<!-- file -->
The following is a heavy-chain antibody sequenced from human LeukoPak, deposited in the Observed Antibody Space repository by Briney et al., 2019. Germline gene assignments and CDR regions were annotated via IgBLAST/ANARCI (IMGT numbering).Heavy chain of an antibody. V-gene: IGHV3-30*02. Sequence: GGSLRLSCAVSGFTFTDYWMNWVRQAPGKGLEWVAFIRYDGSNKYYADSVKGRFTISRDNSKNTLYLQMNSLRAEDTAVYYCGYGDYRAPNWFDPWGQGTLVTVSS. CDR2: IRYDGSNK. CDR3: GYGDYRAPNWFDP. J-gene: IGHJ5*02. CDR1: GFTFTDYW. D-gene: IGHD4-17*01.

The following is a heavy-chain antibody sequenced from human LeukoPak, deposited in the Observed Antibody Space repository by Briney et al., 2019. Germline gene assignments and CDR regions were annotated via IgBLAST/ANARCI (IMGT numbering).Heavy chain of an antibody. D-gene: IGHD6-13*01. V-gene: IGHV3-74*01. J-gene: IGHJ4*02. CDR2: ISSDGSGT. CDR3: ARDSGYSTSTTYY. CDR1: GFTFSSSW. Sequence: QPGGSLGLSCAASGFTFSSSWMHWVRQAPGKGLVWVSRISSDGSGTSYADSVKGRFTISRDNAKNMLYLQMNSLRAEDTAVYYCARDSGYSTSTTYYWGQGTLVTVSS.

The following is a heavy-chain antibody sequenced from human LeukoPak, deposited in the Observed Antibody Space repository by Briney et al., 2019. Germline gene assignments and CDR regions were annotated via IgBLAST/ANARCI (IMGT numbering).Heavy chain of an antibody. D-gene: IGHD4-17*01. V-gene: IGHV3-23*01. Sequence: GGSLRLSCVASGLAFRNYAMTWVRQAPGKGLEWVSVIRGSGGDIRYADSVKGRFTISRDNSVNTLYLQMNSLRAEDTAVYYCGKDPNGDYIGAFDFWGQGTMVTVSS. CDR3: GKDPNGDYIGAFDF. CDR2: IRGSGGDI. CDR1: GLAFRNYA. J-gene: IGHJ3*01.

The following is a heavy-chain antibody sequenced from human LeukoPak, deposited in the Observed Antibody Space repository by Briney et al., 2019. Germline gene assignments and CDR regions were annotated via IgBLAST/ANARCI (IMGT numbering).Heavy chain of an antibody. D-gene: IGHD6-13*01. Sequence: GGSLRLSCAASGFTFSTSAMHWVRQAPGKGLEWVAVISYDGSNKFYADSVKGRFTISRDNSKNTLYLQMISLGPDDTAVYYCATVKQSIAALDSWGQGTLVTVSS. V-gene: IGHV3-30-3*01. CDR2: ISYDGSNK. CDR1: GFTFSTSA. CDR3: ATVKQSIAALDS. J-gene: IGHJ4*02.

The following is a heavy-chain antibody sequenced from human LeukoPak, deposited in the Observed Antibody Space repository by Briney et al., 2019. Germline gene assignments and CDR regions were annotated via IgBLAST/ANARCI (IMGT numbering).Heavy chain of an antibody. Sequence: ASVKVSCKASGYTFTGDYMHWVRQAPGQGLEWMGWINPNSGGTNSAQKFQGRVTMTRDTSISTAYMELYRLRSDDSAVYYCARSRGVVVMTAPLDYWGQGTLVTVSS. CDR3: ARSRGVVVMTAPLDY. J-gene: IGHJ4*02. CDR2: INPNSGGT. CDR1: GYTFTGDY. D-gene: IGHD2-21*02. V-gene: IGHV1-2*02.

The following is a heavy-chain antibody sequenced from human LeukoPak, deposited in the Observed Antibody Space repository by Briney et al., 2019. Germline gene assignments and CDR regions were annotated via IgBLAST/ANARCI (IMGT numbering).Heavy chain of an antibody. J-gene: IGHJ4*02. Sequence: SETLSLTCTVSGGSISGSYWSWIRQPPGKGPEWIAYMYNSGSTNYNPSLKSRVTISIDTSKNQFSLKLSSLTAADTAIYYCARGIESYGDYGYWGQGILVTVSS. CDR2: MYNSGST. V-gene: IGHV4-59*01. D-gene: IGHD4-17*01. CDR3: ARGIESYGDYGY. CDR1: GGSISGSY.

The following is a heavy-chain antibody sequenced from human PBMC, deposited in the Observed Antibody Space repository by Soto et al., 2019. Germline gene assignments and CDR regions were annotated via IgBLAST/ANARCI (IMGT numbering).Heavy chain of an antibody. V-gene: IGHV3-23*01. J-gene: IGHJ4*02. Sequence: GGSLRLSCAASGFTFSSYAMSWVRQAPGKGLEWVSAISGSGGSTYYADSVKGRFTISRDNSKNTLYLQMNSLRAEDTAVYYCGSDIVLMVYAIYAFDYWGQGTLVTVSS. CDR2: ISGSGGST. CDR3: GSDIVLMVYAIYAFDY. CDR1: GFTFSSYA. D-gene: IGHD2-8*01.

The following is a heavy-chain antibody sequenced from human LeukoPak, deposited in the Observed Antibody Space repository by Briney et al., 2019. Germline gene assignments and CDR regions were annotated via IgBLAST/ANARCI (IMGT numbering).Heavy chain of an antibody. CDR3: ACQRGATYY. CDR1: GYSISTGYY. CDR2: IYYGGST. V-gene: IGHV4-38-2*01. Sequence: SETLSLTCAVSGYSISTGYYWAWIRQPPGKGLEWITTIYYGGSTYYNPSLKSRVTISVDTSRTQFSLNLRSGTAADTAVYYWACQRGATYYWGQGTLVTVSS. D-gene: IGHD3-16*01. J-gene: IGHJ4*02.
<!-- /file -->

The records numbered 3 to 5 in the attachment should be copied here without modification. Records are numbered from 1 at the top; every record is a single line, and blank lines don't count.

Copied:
The following is a heavy-chain antibody sequenced from human LeukoPak, deposited in the Observed Antibody Space repository by Briney et al., 2019. Germline gene assignments and CDR regions were annotated via IgBLAST/ANARCI (IMGT numbering).Heavy chain of an antibody. D-gene: IGHD4-17*01. V-gene: IGHV3-23*01. Sequence: GGSLRLSCVASGLAFRNYAMTWVRQAPGKGLEWVSVIRGSGGDIRYADSVKGRFTISRDNSVNTLYLQMNSLRAEDTAVYYCGKDPNGDYIGAFDFWGQGTMVTVSS. CDR3: GKDPNGDYIGAFDF. CDR2: IRGSGGDI. CDR1: GLAFRNYA. J-gene: IGHJ3*01.

The following is a heavy-chain antibody sequenced from human LeukoPak, deposited in the Observed Antibody Space repository by Briney et al., 2019. Germline gene assignments and CDR regions were annotated via IgBLAST/ANARCI (IMGT numbering).Heavy chain of an antibody. D-gene: IGHD6-13*01. Sequence: GGSLRLSCAASGFTFSTSAMHWVRQAPGKGLEWVAVISYDGSNKFYADSVKGRFTISRDNSKNTLYLQMISLGPDDTAVYYCATVKQSIAALDSWGQGTLVTVSS. V-gene: IGHV3-30-3*01. CDR2: ISYDGSNK. CDR1: GFTFSTSA. CDR3: ATVKQSIAALDS. J-gene: IGHJ4*02.

The following is a heavy-chain antibody sequenced from human LeukoPak, deposited in the Observed Antibody Space repository by Briney et al., 2019. Germline gene assignments and CDR regions were annotated via IgBLAST/ANARCI (IMGT numbering).Heavy chain of an antibody. Sequence: ASVKVSCKASGYTFTGDYMHWVRQAPGQGLEWMGWINPNSGGTNSAQKFQGRVTMTRDTSISTAYMELYRLRSDDSAVYYCARSRGVVVMTAPLDYWGQGTLVTVSS. CDR3: ARSRGVVVMTAPLDY. J-gene: IGHJ4*02. CDR2: INPNSGGT. CDR1: GYTFTGDY. D-gene: IGHD2-21*02. V-gene: IGHV1-2*02.